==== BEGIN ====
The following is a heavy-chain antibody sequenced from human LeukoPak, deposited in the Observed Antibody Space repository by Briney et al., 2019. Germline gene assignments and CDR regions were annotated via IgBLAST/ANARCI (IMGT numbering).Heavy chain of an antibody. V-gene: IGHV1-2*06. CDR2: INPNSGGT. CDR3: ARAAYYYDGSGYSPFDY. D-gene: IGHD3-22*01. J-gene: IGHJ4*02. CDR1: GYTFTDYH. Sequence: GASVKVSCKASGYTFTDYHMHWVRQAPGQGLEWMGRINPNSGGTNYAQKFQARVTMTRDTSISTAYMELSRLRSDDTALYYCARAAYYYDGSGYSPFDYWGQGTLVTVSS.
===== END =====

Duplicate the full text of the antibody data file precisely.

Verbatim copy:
The following is a heavy-chain antibody sequenced from human LeukoPak, deposited in the Observed Antibody Space repository by Briney et al., 2019. Germline gene assignments and CDR regions were annotated via IgBLAST/ANARCI (IMGT numbering).Heavy chain of an antibody. V-gene: IGHV1-2*06. CDR2: INPNSGGT. CDR3: ARAAYYYDGSGYSPFDY. D-gene: IGHD3-22*01. J-gene: IGHJ4*02. CDR1: GYTFTDYH. Sequence: GASVKVSCKASGYTFTDYHMHWVRQAPGQGLEWMGRINPNSGGTNYAQKFQARVTMTRDTSISTAYMELSRLRSDDTALYYCARAAYYYDGSGYSPFDYWGQGTLVTVSS.